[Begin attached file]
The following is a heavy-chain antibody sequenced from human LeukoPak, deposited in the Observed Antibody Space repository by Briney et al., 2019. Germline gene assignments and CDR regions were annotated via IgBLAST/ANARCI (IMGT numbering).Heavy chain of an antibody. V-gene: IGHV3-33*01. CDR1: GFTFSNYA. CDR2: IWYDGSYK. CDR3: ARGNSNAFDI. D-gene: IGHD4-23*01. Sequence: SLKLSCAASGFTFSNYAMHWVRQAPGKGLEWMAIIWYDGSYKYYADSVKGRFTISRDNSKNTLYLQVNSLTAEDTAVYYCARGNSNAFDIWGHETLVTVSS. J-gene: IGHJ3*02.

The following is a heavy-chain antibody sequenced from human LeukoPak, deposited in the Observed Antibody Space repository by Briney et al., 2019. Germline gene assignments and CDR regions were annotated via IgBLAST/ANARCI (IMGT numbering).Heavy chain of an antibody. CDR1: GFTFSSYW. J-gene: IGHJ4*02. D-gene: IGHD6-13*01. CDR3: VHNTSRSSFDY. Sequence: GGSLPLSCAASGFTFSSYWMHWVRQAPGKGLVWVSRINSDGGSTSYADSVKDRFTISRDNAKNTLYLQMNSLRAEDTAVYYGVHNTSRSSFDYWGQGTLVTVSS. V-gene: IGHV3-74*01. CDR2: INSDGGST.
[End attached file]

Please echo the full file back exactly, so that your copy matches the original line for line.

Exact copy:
The following is a heavy-chain antibody sequenced from human LeukoPak, deposited in the Observed Antibody Space repository by Briney et al., 2019. Germline gene assignments and CDR regions were annotated via IgBLAST/ANARCI (IMGT numbering).Heavy chain of an antibody. V-gene: IGHV3-33*01. CDR1: GFTFSNYA. CDR2: IWYDGSYK. CDR3: ARGNSNAFDI. D-gene: IGHD4-23*01. Sequence: SLKLSCAASGFTFSNYAMHWVRQAPGKGLEWMAIIWYDGSYKYYADSVKGRFTISRDNSKNTLYLQVNSLTAEDTAVYYCARGNSNAFDIWGHETLVTVSS. J-gene: IGHJ3*02.

The following is a heavy-chain antibody sequenced from human LeukoPak, deposited in the Observed Antibody Space repository by Briney et al., 2019. Germline gene assignments and CDR regions were annotated via IgBLAST/ANARCI (IMGT numbering).Heavy chain of an antibody. CDR1: GFTFSSYW. J-gene: IGHJ4*02. D-gene: IGHD6-13*01. CDR3: VHNTSRSSFDY. Sequence: GGSLPLSCAASGFTFSSYWMHWVRQAPGKGLVWVSRINSDGGSTSYADSVKDRFTISRDNAKNTLYLQMNSLRAEDTAVYYGVHNTSRSSFDYWGQGTLVTVSS. V-gene: IGHV3-74*01. CDR2: INSDGGST.